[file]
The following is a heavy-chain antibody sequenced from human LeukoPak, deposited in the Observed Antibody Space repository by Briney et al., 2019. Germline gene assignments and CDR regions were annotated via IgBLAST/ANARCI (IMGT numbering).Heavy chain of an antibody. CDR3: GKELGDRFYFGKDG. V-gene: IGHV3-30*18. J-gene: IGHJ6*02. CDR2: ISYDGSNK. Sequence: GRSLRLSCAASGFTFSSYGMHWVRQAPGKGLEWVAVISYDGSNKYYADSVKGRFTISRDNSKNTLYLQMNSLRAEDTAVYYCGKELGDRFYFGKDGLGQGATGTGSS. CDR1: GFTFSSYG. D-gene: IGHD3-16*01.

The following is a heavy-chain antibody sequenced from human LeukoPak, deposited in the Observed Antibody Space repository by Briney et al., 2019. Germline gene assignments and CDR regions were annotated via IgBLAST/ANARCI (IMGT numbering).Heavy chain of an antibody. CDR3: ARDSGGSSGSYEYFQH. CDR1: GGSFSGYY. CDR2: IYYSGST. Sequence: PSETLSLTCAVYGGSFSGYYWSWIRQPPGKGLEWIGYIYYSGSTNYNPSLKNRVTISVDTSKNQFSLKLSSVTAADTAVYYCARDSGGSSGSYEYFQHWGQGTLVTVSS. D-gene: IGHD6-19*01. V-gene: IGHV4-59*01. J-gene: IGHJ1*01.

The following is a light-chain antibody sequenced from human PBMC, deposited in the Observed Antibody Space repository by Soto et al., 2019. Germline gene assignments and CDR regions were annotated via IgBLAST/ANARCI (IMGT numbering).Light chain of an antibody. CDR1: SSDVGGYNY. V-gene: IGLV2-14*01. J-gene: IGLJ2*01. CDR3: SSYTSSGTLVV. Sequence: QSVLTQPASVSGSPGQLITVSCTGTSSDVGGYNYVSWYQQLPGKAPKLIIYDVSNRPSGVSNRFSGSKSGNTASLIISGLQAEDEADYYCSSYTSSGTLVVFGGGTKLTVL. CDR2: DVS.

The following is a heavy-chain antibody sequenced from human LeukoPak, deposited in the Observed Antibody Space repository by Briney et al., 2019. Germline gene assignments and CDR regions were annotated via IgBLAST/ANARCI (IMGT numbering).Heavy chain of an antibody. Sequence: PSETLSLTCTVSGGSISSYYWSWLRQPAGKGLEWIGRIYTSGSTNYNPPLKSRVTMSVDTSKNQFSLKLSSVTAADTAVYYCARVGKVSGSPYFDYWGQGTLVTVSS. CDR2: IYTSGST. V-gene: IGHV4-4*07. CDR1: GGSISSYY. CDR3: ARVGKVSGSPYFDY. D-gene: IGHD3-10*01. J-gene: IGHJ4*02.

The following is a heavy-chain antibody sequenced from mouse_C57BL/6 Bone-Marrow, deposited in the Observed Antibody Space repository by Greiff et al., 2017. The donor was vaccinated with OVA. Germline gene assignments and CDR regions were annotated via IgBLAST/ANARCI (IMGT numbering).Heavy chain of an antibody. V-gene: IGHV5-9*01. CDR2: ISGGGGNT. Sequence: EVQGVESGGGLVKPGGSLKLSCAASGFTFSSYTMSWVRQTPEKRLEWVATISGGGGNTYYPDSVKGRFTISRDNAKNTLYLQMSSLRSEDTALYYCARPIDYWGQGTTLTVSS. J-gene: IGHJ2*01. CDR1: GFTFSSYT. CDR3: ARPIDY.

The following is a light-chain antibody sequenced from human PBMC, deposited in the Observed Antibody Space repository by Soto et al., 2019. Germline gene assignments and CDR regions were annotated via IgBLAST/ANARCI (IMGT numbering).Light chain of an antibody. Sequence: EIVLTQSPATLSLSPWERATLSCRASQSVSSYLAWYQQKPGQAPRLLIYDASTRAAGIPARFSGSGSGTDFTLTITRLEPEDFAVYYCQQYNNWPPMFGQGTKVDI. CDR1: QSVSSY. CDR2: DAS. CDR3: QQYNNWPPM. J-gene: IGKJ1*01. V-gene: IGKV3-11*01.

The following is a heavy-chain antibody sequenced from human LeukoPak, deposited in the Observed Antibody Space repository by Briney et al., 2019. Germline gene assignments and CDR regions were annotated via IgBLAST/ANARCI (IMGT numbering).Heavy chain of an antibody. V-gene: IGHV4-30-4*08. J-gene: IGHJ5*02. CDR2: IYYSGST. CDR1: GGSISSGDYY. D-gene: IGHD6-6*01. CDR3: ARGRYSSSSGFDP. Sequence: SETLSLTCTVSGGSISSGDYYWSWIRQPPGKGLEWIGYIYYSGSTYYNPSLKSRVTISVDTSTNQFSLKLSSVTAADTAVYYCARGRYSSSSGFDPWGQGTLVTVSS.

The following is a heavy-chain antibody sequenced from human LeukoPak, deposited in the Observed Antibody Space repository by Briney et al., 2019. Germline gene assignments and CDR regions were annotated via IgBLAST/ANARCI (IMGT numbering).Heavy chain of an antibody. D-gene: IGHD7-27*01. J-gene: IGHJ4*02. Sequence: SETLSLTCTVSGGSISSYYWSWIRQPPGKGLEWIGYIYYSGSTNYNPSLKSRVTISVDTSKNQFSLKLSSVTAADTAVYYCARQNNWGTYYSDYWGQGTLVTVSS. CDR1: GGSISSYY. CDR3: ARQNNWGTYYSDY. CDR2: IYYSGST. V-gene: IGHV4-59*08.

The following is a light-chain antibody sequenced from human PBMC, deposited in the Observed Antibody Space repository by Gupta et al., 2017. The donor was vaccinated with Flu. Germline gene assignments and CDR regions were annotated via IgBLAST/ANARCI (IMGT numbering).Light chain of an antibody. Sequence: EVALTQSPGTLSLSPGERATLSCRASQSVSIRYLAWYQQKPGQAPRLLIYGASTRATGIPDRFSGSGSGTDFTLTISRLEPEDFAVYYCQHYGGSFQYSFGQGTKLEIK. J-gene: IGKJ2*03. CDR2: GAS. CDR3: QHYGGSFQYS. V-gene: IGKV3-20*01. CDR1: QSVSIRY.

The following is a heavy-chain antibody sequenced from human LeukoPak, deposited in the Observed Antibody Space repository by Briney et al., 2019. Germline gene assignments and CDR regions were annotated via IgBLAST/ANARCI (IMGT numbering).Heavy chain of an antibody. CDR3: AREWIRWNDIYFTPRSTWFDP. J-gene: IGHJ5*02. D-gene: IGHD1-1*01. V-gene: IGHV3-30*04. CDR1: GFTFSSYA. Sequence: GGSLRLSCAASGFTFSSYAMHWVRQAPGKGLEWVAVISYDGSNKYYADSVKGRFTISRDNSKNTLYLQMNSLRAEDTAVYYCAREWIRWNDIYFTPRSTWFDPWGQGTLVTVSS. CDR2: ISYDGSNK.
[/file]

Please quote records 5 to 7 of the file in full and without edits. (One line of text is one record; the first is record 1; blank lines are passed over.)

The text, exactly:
The following is a heavy-chain antibody sequenced from mouse_C57BL/6 Bone-Marrow, deposited in the Observed Antibody Space repository by Greiff et al., 2017. The donor was vaccinated with OVA. Germline gene assignments and CDR regions were annotated via IgBLAST/ANARCI (IMGT numbering).Heavy chain of an antibody. V-gene: IGHV5-9*01. CDR2: ISGGGGNT. Sequence: EVQGVESGGGLVKPGGSLKLSCAASGFTFSSYTMSWVRQTPEKRLEWVATISGGGGNTYYPDSVKGRFTISRDNAKNTLYLQMSSLRSEDTALYYCARPIDYWGQGTTLTVSS. J-gene: IGHJ2*01. CDR1: GFTFSSYT. CDR3: ARPIDY.

The following is a light-chain antibody sequenced from human PBMC, deposited in the Observed Antibody Space repository by Soto et al., 2019. Germline gene assignments and CDR regions were annotated via IgBLAST/ANARCI (IMGT numbering).Light chain of an antibody. Sequence: EIVLTQSPATLSLSPWERATLSCRASQSVSSYLAWYQQKPGQAPRLLIYDASTRAAGIPARFSGSGSGTDFTLTITRLEPEDFAVYYCQQYNNWPPMFGQGTKVDI. CDR1: QSVSSY. CDR2: DAS. CDR3: QQYNNWPPM. J-gene: IGKJ1*01. V-gene: IGKV3-11*01.

The following is a heavy-chain antibody sequenced from human LeukoPak, deposited in the Observed Antibody Space repository by Briney et al., 2019. Germline gene assignments and CDR regions were annotated via IgBLAST/ANARCI (IMGT numbering).Heavy chain of an antibody. V-gene: IGHV4-30-4*08. J-gene: IGHJ5*02. CDR2: IYYSGST. CDR1: GGSISSGDYY. D-gene: IGHD6-6*01. CDR3: ARGRYSSSSGFDP. Sequence: SETLSLTCTVSGGSISSGDYYWSWIRQPPGKGLEWIGYIYYSGSTYYNPSLKSRVTISVDTSTNQFSLKLSSVTAADTAVYYCARGRYSSSSGFDPWGQGTLVTVSS.